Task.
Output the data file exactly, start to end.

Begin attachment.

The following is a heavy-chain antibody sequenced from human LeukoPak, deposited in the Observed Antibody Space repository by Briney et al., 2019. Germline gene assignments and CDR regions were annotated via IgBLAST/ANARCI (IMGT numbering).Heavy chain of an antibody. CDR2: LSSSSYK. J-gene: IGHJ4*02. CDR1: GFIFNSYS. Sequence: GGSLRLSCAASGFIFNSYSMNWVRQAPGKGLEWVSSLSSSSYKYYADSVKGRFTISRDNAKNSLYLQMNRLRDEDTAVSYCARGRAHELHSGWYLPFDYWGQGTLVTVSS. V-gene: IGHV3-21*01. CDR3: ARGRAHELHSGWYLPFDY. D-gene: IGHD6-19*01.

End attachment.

The following is a heavy-chain antibody sequenced from human LeukoPak, deposited in the Observed Antibody Space repository by Briney et al., 2019. Germline gene assignments and CDR regions were annotated via IgBLAST/ANARCI (IMGT numbering).Heavy chain of an antibody. CDR2: LSSSSYK. J-gene: IGHJ4*02. CDR1: GFIFNSYS. Sequence: GGSLRLSCAASGFIFNSYSMNWVRQAPGKGLEWVSSLSSSSYKYYADSVKGRFTISRDNAKNSLYLQMNRLRDEDTAVSYCARGRAHELHSGWYLPFDYWGQGTLVTVSS. V-gene: IGHV3-21*01. CDR3: ARGRAHELHSGWYLPFDY. D-gene: IGHD6-19*01.